There’s no shortage of cheerleaders giving advice to business people. One of the most common mantras they offer these days is “pursue your passion.” If you love doing something, they say that’s what you should build your business around.
This always sounded a bit off-target to me, because it doesn’t fit my experience. To make a business work, you spend your time on the business, not on your passion. The success of your business has to become your passion – you love how well you do it, the challenges, and the people. It replaces whatever you were passionate about before.
- For example, you may love sewing and home décor, but when you start a business on these, you stop spending time sewing and decorating. Your focus is the business: selecting fabrics, choosing designs, exhibiting at trade shows, networking for customers, social media marketing, and financing. You hire people to sew.
- You may love riding and tinkering with motorcycles. When you start a motorcycle repair business, you don’t have time to ride anymore! What happened to the passion?
Take my own experience after I retired from a corporate career in telecom. I was looking for a business to enter, and followed the advice to pursue my passion. My passion was golf, so I decided to start a golf travel company. Fortunately, I did a business plan first, and soon discovered that people would pay me a lot more for advising them how to manage a telecom company than for setting up golf trips. So I dropped that idea, and started a consulting firm instead.
I was good at consulting on management, and people paid me for the value I offered. In contrast, I may have been a good golfer, but I had no particular skill or edge in setting up golf trips. People would not get much more value from my arrangements than they would from using someone else or doing their own, so the margins were low. My passion for golf did not translate to a golf travel business.
Recently I came across a short article that makes this same point so well that it’s worth quoting in full. The article was by Scott Adams, the Dilbert cartoonist, in the Wall Street Journal (10/19/2013).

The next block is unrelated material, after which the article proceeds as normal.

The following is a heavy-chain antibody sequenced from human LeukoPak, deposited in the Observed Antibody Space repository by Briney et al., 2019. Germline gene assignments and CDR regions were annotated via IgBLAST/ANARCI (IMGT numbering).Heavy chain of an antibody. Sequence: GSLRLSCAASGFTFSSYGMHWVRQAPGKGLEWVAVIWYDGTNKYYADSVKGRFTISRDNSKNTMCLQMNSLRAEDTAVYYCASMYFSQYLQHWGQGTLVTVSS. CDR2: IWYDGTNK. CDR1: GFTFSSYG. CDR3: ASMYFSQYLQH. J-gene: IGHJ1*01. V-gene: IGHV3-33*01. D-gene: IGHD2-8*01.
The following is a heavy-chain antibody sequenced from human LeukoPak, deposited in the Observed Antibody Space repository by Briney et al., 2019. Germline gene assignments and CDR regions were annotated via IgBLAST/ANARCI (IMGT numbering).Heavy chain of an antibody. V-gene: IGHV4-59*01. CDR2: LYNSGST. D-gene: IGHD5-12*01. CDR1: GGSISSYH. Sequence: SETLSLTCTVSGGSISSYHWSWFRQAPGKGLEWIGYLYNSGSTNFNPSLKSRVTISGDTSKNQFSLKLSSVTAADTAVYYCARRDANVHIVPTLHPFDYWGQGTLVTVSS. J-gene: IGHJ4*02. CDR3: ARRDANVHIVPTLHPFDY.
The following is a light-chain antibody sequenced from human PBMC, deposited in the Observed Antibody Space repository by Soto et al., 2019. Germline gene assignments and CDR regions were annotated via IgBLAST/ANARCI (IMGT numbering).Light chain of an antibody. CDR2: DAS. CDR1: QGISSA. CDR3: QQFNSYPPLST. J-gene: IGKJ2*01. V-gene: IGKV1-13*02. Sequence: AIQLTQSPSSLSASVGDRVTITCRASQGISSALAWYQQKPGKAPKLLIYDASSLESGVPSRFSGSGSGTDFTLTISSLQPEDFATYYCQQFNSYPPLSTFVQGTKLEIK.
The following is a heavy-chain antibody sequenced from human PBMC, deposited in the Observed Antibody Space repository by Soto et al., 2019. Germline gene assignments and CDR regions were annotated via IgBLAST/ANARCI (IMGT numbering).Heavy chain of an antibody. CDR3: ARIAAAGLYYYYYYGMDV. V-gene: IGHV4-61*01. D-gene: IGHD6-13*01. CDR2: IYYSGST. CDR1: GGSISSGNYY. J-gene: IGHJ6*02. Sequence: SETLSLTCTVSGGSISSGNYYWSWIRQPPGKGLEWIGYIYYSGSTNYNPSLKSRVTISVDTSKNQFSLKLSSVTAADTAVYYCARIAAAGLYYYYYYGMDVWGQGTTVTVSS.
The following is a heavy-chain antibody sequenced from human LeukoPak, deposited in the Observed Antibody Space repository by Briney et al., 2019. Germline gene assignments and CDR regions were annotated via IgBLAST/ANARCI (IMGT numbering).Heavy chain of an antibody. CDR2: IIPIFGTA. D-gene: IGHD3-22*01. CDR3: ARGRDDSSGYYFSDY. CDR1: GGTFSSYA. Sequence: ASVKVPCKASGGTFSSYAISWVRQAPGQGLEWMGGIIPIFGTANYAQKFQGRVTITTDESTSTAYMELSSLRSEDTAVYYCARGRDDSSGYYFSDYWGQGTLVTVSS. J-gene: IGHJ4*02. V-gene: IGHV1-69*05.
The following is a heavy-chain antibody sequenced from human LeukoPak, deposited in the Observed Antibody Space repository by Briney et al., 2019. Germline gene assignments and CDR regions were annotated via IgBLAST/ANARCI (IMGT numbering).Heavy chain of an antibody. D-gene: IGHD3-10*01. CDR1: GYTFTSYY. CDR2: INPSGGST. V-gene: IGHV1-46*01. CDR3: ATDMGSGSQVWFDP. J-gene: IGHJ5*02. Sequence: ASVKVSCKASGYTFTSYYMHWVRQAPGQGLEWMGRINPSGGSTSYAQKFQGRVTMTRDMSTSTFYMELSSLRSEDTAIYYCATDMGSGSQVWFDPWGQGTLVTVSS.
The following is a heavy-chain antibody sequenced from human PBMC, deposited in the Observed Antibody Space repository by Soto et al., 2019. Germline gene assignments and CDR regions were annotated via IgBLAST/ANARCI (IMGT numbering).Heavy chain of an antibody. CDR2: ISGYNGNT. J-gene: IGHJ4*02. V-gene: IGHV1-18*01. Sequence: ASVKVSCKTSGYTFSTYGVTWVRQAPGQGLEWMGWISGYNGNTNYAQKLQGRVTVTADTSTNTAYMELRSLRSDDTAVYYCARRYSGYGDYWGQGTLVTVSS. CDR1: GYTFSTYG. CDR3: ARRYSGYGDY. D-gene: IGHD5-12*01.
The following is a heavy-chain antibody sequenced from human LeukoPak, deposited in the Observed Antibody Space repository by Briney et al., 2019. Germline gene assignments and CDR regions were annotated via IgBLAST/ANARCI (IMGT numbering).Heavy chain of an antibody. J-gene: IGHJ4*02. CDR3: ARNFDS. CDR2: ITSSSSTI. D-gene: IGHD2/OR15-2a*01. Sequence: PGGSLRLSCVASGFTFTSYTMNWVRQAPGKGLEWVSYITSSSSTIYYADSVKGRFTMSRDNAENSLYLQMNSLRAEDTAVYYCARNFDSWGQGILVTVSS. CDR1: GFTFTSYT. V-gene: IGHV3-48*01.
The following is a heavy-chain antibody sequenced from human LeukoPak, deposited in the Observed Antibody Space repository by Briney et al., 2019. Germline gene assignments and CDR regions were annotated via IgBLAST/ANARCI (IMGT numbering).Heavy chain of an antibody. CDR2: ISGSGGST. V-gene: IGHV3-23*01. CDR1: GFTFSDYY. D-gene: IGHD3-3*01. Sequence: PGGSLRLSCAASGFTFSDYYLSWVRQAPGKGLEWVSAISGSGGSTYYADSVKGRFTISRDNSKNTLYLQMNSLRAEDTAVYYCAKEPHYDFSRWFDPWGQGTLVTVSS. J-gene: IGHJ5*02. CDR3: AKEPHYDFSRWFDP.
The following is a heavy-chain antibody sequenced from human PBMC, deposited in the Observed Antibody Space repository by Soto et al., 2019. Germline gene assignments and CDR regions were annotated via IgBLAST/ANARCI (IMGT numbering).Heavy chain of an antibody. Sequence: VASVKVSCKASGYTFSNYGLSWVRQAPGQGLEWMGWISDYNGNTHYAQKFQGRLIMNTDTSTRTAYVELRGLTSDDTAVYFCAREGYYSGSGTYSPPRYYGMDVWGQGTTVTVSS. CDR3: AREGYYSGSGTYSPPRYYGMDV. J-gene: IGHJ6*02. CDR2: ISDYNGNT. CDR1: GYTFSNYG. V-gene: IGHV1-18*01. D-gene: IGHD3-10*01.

“When I was a commercial loan officer for a large bank, my boss taught us…the best loan customer is someone who has no passion whatsoever, just a desire to work hard at something that looks good on a spreadsheet. Maybe the loan customer wants to start a dry-cleaning store or invest in a fast-food franchise – boring stuff. That’s the person you bet on. You want to grinder, not the guy who loves his job.
“For most people, it’s easy to be passionate about things that are working out, and that distorts our impression of the importance of passion…Dilbert started out as just one of many get-rich schemes I was willing to try. When it started to look as if it might be a success, my passion for cartooning increased because I realized it could be my golden ticket. In hindsight, it looks as if the projects I was most passionate about were also the ones that worked. But objectively, my passion level moved with my success. Success caused passion more than passion caused success.
“So forget about passion.”
When I was asked to be the interim CEO for Mooney Airplane Company, I found another group of people who agreed with this analysis. The Mooney is a single engine plane for private pilots, but the company’s owners wanted a CEO who was not a pilot. They said they wanted to avoid the passion of the devotee because it could cause bad business decisions, influenced by the emotional love of flying. They were afraid that passion would make success impossible.
So when you consider your idea for a new business, look first at what you do well, not what you think you love. You won’t have time to do what you love when you’re building a business about it. It will lose its charm, and you may lose your love of it. But most importantly, you have a better chance of success working at something you know you do well. That success will breed its own passion, and then you’ll have two loves rather than none: the one you didn’t build a business around, and the business you built.
Contrary to cheerleader advice, work at something that looks good on a spreadsheet, and that you know how to do. Passion will come as you succeed. You’ll love being a successful entrepreneur!
Tom Gray helps owners save and grow their companies. He is a management consultant focused on small business, certified as a Turnaround Professional (CTP), Business Development Advisor, and SCORE Mentor. He can be reached at 630-512-0406 or email@example.com. See www.tom-gray.com. For Tom’s new book Business Techniques for Growth: More Tools for Small Business Success, and its predecessor Business Techniques in Troubled Times: A Toolbox for Small Business Success, see http://www.businesstechniquesbooks.com/